The pivotal pin of that handle is faith; one must believe. We learned that in Star Wars, right? You have to believe in the Force before you can use it. The handle itself is prayer; earnest, honest, heartfelt prayer. It also helps to know whether you pull-up the handle or push it down and that comes from practice. So, where are we, I got a little lost in the analogy. Oh, of course, look up! When your own strength or resources fail you, look up. Look to the source of all knowledge, and love, and compassion, and look to the source of everything for your strength and for answers.

The final part is to listen. I know of people who say, "I prayed, but God didn't answer." We have to be still and listen for the answer. We have to meditate with prayer, ponder, search, listen. The promise is "Seek and ye shall find. Knock and it shall be opened to you." With faith, sincere prayer, and meditation (listening) we can and do receive answers to our prayers.

There once was a man who prayed daily for safety, peace, and protection and felt comfort in that prayer. One day he was warned by the local sheriff that a flood was approaching and he should move to higher ground. He responded that he prays daily for protection and God will surely protect him from the flood. As the water began to rise, the fire department came out in their big truck and offered to take him to high ground through the rising water, but he responded the same, "God will protect me". As the water rose past his home's first story, out of his window he greeted the offer of the National Guard rescue team the same way, "God will protect me". As he sat on his roof with the water rising over the eves, he responded to the Coast Guard helicopter pilot the same way, "God will protect me".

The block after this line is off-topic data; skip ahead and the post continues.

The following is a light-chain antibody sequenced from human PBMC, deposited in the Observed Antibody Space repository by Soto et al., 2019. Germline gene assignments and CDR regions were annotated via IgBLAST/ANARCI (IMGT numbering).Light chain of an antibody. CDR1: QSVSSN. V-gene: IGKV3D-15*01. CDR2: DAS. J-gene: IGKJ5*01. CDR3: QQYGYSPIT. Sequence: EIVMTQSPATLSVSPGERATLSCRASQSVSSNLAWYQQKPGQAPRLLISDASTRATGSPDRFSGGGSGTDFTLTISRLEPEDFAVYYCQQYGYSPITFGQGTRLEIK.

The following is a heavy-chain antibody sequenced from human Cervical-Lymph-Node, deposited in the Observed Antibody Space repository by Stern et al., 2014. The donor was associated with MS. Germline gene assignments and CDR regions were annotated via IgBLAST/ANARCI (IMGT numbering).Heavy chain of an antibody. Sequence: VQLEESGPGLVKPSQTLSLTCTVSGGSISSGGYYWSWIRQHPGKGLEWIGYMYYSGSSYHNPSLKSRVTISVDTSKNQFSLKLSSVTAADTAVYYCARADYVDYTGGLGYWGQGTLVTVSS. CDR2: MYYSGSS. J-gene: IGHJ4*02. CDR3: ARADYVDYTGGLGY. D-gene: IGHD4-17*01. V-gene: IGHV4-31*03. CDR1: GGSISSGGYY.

The man drowned and came before Saint Peter at the gates of Heaven with a heart-felt question. "What happened? Why did God not answer my prayer and protect me?" St. Peter frowned and replied, "He did, four times. He sent the Sheriff, the firemen, the National Guard, and the Coast Guard, but you refused His help each time. My friend, you were just not listening."

I need to keep reminding myself that lost things are not lost to God, the unsolvable is solvable to God. He knows. He is the source and I can go to him for what I need. If it is good for me, He will give me the answers. I just have to listen for them. If it is not right for me, He will cause me to forget the question. That is what makes this place so dark. The people have forgotten from whom their answers come. They knew it when we all lived together in His world, but their minds have been clouded and they have forgotten. Our task, as missionaries, is to remind them.

What a country.